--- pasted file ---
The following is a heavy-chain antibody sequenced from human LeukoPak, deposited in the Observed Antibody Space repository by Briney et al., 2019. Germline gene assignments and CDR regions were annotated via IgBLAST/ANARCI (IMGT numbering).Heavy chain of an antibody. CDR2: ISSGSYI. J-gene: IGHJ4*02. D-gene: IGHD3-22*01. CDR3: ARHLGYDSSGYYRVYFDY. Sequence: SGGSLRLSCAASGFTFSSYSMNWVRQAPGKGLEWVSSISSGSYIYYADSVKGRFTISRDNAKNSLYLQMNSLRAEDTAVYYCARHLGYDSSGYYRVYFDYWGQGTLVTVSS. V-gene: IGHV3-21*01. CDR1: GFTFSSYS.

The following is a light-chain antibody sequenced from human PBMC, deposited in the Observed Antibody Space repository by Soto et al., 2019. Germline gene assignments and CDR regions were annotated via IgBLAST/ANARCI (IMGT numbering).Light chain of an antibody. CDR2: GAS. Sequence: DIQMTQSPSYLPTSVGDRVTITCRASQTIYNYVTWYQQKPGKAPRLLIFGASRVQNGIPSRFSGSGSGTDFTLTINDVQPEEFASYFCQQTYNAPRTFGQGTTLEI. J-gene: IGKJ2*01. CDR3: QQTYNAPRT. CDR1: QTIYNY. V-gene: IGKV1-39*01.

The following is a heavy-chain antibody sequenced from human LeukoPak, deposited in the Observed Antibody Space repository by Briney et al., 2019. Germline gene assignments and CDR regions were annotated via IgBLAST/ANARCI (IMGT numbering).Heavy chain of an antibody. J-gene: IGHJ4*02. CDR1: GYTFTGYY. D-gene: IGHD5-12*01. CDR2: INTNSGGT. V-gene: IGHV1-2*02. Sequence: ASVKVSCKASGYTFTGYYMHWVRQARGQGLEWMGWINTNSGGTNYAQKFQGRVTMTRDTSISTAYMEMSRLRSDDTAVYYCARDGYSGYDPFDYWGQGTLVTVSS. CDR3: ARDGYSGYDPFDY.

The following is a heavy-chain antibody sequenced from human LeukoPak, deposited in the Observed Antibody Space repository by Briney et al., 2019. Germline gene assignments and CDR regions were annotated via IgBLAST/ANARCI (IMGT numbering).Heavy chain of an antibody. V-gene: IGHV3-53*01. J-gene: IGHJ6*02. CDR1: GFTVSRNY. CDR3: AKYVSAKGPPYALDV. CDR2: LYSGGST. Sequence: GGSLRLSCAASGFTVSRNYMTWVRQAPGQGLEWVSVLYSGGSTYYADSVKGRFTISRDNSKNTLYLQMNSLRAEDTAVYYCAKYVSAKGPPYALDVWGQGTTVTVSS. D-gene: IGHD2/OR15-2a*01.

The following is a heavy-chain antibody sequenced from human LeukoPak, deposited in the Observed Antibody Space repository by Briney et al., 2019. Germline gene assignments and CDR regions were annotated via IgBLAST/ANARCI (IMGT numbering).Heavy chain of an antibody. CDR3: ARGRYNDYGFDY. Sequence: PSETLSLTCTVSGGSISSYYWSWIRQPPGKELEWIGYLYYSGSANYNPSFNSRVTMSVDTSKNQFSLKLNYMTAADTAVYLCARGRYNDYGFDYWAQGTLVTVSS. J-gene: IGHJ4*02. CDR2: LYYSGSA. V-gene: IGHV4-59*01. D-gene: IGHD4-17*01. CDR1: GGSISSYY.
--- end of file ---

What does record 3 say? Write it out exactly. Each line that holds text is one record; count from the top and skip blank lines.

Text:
The following is a heavy-chain antibody sequenced from human LeukoPak, deposited in the Observed Antibody Space repository by Briney et al., 2019. Germline gene assignments and CDR regions were annotated via IgBLAST/ANARCI (IMGT numbering).Heavy chain of an antibody. J-gene: IGHJ4*02. CDR1: GYTFTGYY. D-gene: IGHD5-12*01. CDR2: INTNSGGT. V-gene: IGHV1-2*02. Sequence: ASVKVSCKASGYTFTGYYMHWVRQARGQGLEWMGWINTNSGGTNYAQKFQGRVTMTRDTSISTAYMEMSRLRSDDTAVYYCARDGYSGYDPFDYWGQGTLVTVSS. CDR3: ARDGYSGYDPFDY.